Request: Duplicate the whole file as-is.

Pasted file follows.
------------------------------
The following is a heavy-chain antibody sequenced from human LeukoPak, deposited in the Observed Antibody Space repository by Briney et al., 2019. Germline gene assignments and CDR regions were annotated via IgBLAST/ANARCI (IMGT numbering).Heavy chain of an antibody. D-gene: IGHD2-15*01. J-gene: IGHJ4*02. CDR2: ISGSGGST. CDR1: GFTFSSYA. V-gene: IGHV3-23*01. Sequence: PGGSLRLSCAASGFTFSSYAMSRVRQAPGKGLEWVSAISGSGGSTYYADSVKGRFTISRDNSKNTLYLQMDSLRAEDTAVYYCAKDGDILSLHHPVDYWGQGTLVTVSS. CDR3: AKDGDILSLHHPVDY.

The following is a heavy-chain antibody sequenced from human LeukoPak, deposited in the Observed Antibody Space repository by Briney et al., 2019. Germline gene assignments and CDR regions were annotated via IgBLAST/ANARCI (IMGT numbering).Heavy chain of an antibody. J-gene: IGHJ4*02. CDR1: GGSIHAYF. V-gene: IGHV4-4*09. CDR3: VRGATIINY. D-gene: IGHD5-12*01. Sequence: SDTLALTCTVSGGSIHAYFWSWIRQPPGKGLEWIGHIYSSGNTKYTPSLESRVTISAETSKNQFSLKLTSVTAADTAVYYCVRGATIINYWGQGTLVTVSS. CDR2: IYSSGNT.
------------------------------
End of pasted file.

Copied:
The following is a heavy-chain antibody sequenced from human LeukoPak, deposited in the Observed Antibody Space repository by Briney et al., 2019. Germline gene assignments and CDR regions were annotated via IgBLAST/ANARCI (IMGT numbering).Heavy chain of an antibody. D-gene: IGHD2-15*01. J-gene: IGHJ4*02. CDR2: ISGSGGST. CDR1: GFTFSSYA. V-gene: IGHV3-23*01. Sequence: PGGSLRLSCAASGFTFSSYAMSRVRQAPGKGLEWVSAISGSGGSTYYADSVKGRFTISRDNSKNTLYLQMDSLRAEDTAVYYCAKDGDILSLHHPVDYWGQGTLVTVSS. CDR3: AKDGDILSLHHPVDY.

The following is a heavy-chain antibody sequenced from human LeukoPak, deposited in the Observed Antibody Space repository by Briney et al., 2019. Germline gene assignments and CDR regions were annotated via IgBLAST/ANARCI (IMGT numbering).Heavy chain of an antibody. J-gene: IGHJ4*02. CDR1: GGSIHAYF. V-gene: IGHV4-4*09. CDR3: VRGATIINY. D-gene: IGHD5-12*01. Sequence: SDTLALTCTVSGGSIHAYFWSWIRQPPGKGLEWIGHIYSSGNTKYTPSLESRVTISAETSKNQFSLKLTSVTAADTAVYYCVRGATIINYWGQGTLVTVSS. CDR2: IYSSGNT.